Acquisitions - Palm and HP, Siri and Apple

Two interesting acquisitions were announced today, one exciting, one disappointing.

First, the exciting one.  Apple acquired Siri.  I've used the Siri app for the iPhone, and was very impressed.  It attempts tries to be your digital secretary, and actually does it quite well.  It abstracts you away from how it finds out information, and just presents what you want to know.  It works great for the simple cases so far, and I think over time will become very good at much more.  For Apple, who I believe is focusing on making computers into appliances, this is a great fit.  As I discussed in my post about the iPad, I believe the next evolution of the computing space is creating computing appliances, not computers.  Thinking of the iPad as a computer with a touch screen instead of a computer with a keyboard is wrong, just as thinking of a TiVo as a computer with a video capture card is wrong.  Yes, both analogies are technically correct, but they both miss the point.  Both are computing appliances, not computers, and the rules and expectations for them should be different.  I'm very excited to see what Apple will do with Siri.

And now for the disappointing one.  HP acquires Palm.  Palm was once a great company.  They nearly single handily created the PDA (Personal Digital Assistant) market, with the Palm Pilot.  The Palm Pilot dominated the market for years, until the advent of smart phones.  Then they created the smartphone market with their Treo line (technically they bought Handspring, which was formed by the same folks), and extended their domination.  I was an early adopter back in 1998 and used Palm Pilots and Treos up until last year when I switched to an iPhone 3GS.

If was very excited about Palm's new OS, but in the end it was too little, too late.  If they had launched the WebOS/Pre a year before the iPhone came out, they may still be dominating the landscape.  And they certainly should have been able to do that.  The Palm OS was great in the 90's, worked OK in the early '00's, but was really showing its age by 2005.  They waited far to long to move to the next generation.

I don't see how being acquired by HP will change their position.  iPhone and Android are locked arm-in-arm for the smartphone market.  iPhone owns the proprietary walled garden space, and Android is the open, extensible choice.  Microsoft and RIM are still hanging around, mostly in the corporate market.  There just isn't room for Palm.

HP is not an innovative company today, and is more known for their existing relationships and sales channels than engineering.  While I don't believe any company could have really saved Palm, an acquisition by HTC or another up and comer in the space would have been interesting.

Why Can't Google and Apple just Get Along?

Google and Apple are at war.  Google entered Apple's 'home turf' with Android, and Apple is entering Google's 'home turf' with iAd.  There is no question that the war is on.

In most situations, competition is a great thing.  It drives companies to innovate and produce better products and services.  While that will certainly happen with their respective mobile operating systems in this situation, I believe these are two companies that would be much stronger working together.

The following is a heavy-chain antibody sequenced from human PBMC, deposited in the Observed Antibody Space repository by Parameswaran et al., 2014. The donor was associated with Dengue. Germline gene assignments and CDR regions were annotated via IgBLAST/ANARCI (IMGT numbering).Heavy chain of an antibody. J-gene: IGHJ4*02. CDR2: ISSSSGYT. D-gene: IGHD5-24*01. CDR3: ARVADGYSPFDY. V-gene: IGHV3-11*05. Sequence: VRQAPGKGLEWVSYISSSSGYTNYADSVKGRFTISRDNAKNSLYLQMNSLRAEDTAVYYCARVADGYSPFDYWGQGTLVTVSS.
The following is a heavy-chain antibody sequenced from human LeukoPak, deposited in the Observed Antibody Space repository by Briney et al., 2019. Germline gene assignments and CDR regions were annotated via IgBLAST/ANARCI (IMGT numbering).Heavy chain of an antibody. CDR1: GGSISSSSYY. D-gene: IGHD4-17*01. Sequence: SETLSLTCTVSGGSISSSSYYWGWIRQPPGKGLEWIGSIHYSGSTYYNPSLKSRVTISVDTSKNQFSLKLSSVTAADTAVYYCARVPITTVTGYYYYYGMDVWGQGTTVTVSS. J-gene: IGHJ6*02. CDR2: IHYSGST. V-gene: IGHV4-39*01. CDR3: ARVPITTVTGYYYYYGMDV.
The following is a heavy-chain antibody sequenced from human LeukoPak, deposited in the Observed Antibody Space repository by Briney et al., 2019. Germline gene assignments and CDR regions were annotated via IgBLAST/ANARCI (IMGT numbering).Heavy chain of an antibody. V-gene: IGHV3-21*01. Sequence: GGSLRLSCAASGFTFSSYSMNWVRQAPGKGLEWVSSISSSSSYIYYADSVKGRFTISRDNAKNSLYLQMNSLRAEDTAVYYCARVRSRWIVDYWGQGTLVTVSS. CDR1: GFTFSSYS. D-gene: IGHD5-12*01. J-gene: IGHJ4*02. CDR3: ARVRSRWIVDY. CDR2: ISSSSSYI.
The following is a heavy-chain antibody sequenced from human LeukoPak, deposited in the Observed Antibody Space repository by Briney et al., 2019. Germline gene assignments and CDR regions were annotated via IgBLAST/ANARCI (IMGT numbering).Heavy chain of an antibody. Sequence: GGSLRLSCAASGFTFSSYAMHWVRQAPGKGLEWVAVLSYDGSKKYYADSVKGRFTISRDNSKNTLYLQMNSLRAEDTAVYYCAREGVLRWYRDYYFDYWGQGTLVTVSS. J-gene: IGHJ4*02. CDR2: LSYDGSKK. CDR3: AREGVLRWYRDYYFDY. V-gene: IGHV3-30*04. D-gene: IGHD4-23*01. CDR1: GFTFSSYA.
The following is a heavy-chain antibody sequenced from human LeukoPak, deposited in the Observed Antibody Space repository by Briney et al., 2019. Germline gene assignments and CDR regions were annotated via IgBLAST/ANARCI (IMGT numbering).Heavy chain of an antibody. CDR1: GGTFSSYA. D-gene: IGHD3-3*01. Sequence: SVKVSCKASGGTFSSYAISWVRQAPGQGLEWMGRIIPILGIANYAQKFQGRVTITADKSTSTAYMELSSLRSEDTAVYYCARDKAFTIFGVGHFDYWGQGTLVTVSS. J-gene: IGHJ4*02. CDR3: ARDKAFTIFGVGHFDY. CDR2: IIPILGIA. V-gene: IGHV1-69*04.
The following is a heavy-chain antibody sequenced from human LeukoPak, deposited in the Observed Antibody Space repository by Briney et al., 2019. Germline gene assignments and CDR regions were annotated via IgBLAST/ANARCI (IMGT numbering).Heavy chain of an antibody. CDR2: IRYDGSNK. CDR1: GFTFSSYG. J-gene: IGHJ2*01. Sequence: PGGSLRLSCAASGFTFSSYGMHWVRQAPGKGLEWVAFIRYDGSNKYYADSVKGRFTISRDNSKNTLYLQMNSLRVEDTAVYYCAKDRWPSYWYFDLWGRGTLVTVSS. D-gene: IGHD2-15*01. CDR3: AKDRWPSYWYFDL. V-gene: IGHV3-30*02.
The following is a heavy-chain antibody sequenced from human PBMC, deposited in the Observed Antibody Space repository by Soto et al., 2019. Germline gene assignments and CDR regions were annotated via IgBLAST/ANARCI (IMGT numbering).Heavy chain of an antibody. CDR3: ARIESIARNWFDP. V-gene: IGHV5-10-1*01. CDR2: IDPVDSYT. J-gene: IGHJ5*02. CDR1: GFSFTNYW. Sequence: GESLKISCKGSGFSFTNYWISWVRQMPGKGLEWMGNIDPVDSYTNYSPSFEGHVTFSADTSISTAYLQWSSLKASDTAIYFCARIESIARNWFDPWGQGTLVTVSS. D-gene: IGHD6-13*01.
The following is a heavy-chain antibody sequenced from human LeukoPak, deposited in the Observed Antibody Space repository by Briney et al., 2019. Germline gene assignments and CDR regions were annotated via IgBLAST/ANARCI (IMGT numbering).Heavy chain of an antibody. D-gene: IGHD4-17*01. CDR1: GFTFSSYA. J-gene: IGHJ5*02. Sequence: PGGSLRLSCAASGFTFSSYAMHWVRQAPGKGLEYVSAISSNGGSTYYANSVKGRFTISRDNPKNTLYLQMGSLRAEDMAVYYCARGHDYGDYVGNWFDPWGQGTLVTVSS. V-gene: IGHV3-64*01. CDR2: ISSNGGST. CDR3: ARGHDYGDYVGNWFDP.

Google and Apple are good at very different things.  Gruber nails it when he says:
No better comparison of the cultural differences between Google and Apple than to compare Google Docs and iWork. iWork has no form of cloud based syncing or collaboration; the appeal of the apps (both on the Mac and iPad) is that it helps you create beautiful documents. Google Docs is all about cloud-based syncing and collaboration; its example documents are downright homely.
Google is great at building services that scale.  Gmail, Google Docs, and Google Maps are all great services, usually with simple and effective interfaces.  Apple is great at creating intuitive user interfaces and well engineered hardware.  As an end user, I want my services provided by Google on hardware built by Apple.

More specifically, I want my web user interfaces built by Google, and my native applications built by Apple.  I enjoy the close integration I have on my iPhone between the Calendar, Mail, and Contact applications and Google Apps (which is ironically made possible by Microsoft's ActiveSync).  I like Google's web interface to Gmail and Calendar.  I want them both, and I want them to work together.

In my ideal world, Google would provide a service interface for these services, and a generic web interface that is accessible anywhere, on any (modern) browser.  Apple (and others) would provide native applications that utilize these services.  I want to be able to access my data using either the browser (provided by Google) or a native app (by Apple) on either my iPhone or MacBook.  I wish the Address Book application on my MacBook worked as well with Gmail as the Contacts app does on my iPhone.

It should work this way across all services.  iWork should be able to store and edit files on Google Docs, which could then be edited using the web interface as well.  Everything lives in the cloud, with the ability to cache local copies with the native applications (or advanced browsers).  

Unfortunately, it looks like Apple and Google are moving farther apart, instead of closer together.  It is clear that Google first 'invaded' Apple's space with Android, but Apple is certainly a company that holds grudges and is very aggressive.   Adobe knows this all too well.

As an end user, I'm afraid this is one area where competition may not produce the best result, but who knows.  Neither Google nor Apple are going away anytime soon, and they may both surprise us with what they do.  Let's just hope it is about creating better products instead of damaging the competition.